First 5 pages
The prologue is cinematic; I can see it unfolding in front of me. That said, it also feels a bit cliche, but that could be because I’ve watched so many episodes of Supernatural that I do not feel surprised when the lights start dimming and black smoke billows into a room. Still, I wonder how this prologue will tie into the two children characters described in the summary.
Miéville masterfully sets up characters, setting, and mood in the first chapter; it’s vivid and original enough that my fears about the slightly cliche prologue are assuaged. I know that the setting is London and that the main characters are schoolgirls on the playground. I know that it’s unusual to see a fox in the middle of London, much less a busy schoolyard, and it’s especially unusual that the fox is watching the girls and not moving. I know that it’s a cold, gray autumn day and that weird things are happening. Even in just five pages, I feel like I’m there with the girls in that scene. And I suspect that these girls, especially the one a fox is staring at, will soon embark on an adventure, and I’m excited to tag along.
The writing style is easy to read, but clever. Phrases like “those beautiful curves of animal panic” excite me—I know I’m in for a well-written book.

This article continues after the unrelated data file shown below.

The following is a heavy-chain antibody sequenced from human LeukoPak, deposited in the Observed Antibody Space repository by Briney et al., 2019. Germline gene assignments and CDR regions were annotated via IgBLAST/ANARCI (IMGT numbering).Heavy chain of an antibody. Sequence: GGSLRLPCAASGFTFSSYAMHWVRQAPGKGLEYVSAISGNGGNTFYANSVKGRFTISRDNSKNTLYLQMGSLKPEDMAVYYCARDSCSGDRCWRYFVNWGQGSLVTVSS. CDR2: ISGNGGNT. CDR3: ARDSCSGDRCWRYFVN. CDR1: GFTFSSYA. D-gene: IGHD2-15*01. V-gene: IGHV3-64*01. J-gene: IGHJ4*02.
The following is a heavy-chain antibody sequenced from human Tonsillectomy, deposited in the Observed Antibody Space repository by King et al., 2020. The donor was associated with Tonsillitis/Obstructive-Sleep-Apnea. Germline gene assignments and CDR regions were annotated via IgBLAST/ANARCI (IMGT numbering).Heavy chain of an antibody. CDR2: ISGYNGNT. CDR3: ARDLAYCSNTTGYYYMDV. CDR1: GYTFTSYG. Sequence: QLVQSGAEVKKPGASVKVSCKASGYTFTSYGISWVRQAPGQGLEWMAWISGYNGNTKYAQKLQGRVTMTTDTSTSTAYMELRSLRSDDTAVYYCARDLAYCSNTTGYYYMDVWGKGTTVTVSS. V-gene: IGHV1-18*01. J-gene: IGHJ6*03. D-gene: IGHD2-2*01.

I love the moment when the girls and the fox seem “to get lost in something” and then the school bell breaks the moment. Miéville lets me linger on the moment just long enough, letting me get lost in something, too, until he pulls me out with the ellipses and the sound of the school bell. With such a small moment being so well-paced in the first few pages, I’m looking forward to more moments like this in the rest of the book.
I was promised wordplay from J.J.’s recommendation, and so far, other than “non-nondescript,” there hasn’t been much. But this doesn’t bother me because I assume the wordplay will start once we get to the alternative universe of Un Lun Dun.
I hypothesized earlier that this book wouldn’t focus on characters so much as the setting, and from what I’ve read so far, I’m feeling confident in this prediction. The first scene in which Zanna and Deeba approach the fox shows that they’re the confident ones, the girls ready to get into an adventure. But then the next few paragraphs are telling about Zanna instead of showing. That’s fine, given the context. It’s a children’s book, and we need to know something about the main characters before we take off on an adventure into an unknown world, but it’s not my favorite way to get to a know a character.
As for Deeba, I don’t know much about her based on this first chapter. She doesn’t do much other than reference “Little Red Riding Hood” and point out that the whole fox situation is odd.
To read or not to read
This book is sufficiently intriguing. The concept of an alternative London is wonderful, the characters seem like they won’t be awful, and the writing is good. And, of course, I want the wordplay I’ve been promised. Although I haven’t read children’s books in a long time, I will likely find myself buying and reading Un Lun Dun soon.